For the first attempt, I think this went very well. And a win for the very minimal command-line approach to work that I am strongly in favour of. As an alternative to both users involved in remote pair programming using one of the users’ accounts, a dedicated pair programming account can be created on the server which has access to all the relevant source repositories and to which multiple users have access. This would help if one or both of the users engaged in pair programming do not have superuser privileges.
Making Presentations Remotely
At Jukedeck, we have what we call Lunch & Learn (L & L) sessions where a member of the team (or someone the company invites) makes a presentation about a particular topic that might benefit or be interesting to others. I volunteered to do my first L & L session on “Machine Learning at Jukedeck” on Nov 1, 2016 where I planned to go over the basics of machine learning and how we employ it to power our AI music composer. The setup was fairly basic and simple. We initiated a Skype conversation on my colleague Eliza’s laptop, and I emailed a copy of my presentation to her so that she could navigate through it while I spoke from the other end. It went on smoothly without any interruptions and the message seemed to have gone across quite well. I did answer a few questions too, but couldn’t follow a few others due to a poor signal.
I found this to be a nice way to stay in touch with everyone else in the company (apart from my team members who I was liaising with everyday regarding work) and make my presence felt. I was keen on doing another L & L remotely, however, there was not enough time for this before my return to London.
The only thing I wish had worked out better was my internet connection. Although we had a working 10 Mbps connection from BSNL (India’s National ISP), it was far from reliable. There were brief and frequent outages throughout the day on many days which was frustrating when loading webpages, pulling code changes from GitHub or working remotely via SSH on our company server. My only consolation was a patient and polite customer service, and the courteous technicians they sent forth to fix the connection. Fortunately, the worst of my connection woes lasted only during the first two weeks after which things got better.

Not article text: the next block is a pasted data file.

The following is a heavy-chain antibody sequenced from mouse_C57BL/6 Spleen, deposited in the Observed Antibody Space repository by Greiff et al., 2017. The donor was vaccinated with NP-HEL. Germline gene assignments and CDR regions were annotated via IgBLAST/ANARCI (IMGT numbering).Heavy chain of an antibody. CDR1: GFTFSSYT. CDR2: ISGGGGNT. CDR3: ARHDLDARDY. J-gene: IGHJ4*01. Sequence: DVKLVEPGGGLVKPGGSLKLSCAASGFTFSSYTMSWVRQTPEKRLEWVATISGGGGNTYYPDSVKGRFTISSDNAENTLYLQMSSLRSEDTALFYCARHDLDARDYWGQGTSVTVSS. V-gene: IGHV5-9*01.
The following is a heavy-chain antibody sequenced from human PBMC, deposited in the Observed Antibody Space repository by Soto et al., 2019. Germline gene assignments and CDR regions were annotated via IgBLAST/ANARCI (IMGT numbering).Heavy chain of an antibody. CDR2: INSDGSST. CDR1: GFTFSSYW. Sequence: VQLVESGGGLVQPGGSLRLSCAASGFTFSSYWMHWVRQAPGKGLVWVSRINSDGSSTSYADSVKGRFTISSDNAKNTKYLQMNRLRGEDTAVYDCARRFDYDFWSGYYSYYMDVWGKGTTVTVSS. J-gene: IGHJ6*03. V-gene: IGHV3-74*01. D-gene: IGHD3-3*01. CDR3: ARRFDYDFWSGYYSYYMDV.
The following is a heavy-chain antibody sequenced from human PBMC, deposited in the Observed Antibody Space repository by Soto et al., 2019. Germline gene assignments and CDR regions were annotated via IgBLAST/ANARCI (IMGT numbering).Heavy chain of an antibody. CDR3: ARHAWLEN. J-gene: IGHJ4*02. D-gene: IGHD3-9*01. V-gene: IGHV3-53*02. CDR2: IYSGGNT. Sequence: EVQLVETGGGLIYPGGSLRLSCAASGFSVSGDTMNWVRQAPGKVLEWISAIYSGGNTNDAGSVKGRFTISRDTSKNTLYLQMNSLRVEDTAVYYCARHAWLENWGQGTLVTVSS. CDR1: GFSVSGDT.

To add to my troubles, the IP address (of my home router) from which I connected to our server in London kept changing on a daily basis, and since we had IP-based access restrictions in place I had to share my new IP every morning with Marco who would allow me to connect from it. We did this for about two weeks when we decided to simply unblock a range of IPs from which I seemed to be connecting. In contrast to this, in the UK, one’s public IP (say at home) does not seem to change over time which is what motivated this IP-based access restriction and made it possible in the first place. So now that I’m back, all those IPs are once again blocked and things are more secure once again.
Change in Working Hours
In the second month of my remote work, daylight savings time kicked in and I was one extra hour ahead of my team back in London. Kevin let me decide whether or not I would like to change when I started my day. Initially I did, so that I have the same number of overlapping hours with my team. After about two or so weeks, I found that this was not working out, mainly because I was almost completely losing the most productive part of my day – the morning hours before lunch. Plus, my day typically ended between 8-9PM and this nearly ruled out any prospects of making plans for the evening.
I decided to altogether break away from the daily 11-7 routine, and started even earlier in the morning on certain days when I didn’t anticipate much interaction with my team members. And by this time, both Kevin and I were seeing things work well and had the confidence that moving things around a bit is a minor risk to take if there was a chance of me being more productive. And it certainly didn’t make things worse!
Change of Location